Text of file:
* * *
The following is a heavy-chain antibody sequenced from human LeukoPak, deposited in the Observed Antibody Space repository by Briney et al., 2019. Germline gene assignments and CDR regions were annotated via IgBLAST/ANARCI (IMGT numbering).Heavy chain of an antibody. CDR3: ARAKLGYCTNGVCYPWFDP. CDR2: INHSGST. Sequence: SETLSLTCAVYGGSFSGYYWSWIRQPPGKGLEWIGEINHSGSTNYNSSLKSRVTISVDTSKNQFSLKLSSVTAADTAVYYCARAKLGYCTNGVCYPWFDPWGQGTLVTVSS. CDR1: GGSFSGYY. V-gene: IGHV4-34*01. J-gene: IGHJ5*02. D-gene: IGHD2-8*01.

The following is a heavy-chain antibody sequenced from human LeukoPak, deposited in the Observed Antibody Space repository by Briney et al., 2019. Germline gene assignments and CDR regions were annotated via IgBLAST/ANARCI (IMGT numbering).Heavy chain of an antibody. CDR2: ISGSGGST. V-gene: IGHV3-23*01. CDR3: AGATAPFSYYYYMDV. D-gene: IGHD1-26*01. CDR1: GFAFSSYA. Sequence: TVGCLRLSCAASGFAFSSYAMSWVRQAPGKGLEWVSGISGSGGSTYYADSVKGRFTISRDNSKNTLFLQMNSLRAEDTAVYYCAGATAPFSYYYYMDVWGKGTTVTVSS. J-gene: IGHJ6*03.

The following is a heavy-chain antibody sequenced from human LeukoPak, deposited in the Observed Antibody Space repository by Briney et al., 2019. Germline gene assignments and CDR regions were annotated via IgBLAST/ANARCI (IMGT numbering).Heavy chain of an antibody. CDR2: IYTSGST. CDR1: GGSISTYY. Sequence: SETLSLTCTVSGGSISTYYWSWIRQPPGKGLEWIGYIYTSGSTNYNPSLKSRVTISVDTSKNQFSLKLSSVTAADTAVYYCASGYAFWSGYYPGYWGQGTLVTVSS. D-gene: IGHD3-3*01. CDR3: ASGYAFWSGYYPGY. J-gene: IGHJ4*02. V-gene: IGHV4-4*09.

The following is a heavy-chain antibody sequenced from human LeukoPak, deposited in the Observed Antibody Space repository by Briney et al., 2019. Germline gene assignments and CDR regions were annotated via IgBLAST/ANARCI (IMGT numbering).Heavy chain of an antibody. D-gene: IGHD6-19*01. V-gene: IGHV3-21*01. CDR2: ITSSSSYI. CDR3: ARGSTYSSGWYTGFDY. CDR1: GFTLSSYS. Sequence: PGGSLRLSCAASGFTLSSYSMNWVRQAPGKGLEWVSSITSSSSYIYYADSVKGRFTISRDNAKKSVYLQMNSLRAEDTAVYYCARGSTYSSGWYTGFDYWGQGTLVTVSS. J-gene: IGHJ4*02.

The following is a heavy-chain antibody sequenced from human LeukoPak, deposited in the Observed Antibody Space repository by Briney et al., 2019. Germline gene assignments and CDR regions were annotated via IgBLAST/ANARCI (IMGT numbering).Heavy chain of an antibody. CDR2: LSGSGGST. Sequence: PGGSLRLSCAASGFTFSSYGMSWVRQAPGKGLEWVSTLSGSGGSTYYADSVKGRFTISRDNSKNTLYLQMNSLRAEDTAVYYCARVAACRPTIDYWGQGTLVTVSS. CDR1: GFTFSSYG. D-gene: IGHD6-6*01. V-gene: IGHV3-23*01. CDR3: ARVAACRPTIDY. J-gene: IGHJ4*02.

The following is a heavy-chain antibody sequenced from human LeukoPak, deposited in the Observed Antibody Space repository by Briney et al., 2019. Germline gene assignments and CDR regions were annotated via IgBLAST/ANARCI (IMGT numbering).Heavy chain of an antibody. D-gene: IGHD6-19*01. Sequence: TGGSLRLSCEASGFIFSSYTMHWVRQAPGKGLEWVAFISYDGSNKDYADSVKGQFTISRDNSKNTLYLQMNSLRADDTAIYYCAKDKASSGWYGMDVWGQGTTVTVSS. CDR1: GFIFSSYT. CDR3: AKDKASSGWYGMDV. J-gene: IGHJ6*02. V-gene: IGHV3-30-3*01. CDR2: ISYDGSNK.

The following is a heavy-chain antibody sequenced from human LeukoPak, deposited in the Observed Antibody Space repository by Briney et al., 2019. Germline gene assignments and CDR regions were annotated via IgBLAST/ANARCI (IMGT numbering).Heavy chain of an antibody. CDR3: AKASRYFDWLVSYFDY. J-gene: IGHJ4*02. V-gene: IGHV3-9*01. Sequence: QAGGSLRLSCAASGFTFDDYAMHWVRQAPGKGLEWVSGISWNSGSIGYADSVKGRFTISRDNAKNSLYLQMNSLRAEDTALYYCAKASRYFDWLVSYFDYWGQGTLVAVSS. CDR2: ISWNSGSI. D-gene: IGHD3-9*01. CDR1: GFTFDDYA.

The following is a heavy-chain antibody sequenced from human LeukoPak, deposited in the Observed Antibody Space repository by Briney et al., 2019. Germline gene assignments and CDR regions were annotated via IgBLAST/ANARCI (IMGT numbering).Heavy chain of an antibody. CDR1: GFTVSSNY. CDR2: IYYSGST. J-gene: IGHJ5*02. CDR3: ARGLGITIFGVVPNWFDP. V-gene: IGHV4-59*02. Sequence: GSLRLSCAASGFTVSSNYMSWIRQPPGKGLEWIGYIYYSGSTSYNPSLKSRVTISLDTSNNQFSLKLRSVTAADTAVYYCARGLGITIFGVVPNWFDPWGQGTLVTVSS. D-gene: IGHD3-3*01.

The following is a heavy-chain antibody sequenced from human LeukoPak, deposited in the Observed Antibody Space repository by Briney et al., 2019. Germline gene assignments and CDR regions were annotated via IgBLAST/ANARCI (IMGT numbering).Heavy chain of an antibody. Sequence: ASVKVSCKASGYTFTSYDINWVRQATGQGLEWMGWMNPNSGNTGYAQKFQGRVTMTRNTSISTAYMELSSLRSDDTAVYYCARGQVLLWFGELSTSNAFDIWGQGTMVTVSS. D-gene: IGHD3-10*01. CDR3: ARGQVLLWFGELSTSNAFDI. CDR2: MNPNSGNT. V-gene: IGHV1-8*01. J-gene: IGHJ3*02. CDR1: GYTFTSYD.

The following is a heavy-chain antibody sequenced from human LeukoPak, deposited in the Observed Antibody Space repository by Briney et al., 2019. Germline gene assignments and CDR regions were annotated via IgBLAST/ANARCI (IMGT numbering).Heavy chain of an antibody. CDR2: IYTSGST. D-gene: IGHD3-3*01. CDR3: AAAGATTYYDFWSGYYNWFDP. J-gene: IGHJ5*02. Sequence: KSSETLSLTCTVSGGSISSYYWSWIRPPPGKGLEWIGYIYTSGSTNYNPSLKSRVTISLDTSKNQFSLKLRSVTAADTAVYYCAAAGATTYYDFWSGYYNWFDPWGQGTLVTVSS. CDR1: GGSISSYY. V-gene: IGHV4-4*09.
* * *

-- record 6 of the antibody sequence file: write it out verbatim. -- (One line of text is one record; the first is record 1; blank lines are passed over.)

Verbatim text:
The following is a heavy-chain antibody sequenced from human LeukoPak, deposited in the Observed Antibody Space repository by Briney et al., 2019. Germline gene assignments and CDR regions were annotated via IgBLAST/ANARCI (IMGT numbering).Heavy chain of an antibody. D-gene: IGHD6-19*01. Sequence: TGGSLRLSCEASGFIFSSYTMHWVRQAPGKGLEWVAFISYDGSNKDYADSVKGQFTISRDNSKNTLYLQMNSLRADDTAIYYCAKDKASSGWYGMDVWGQGTTVTVSS. CDR1: GFIFSSYT. CDR3: AKDKASSGWYGMDV. J-gene: IGHJ6*02. V-gene: IGHV3-30-3*01. CDR2: ISYDGSNK.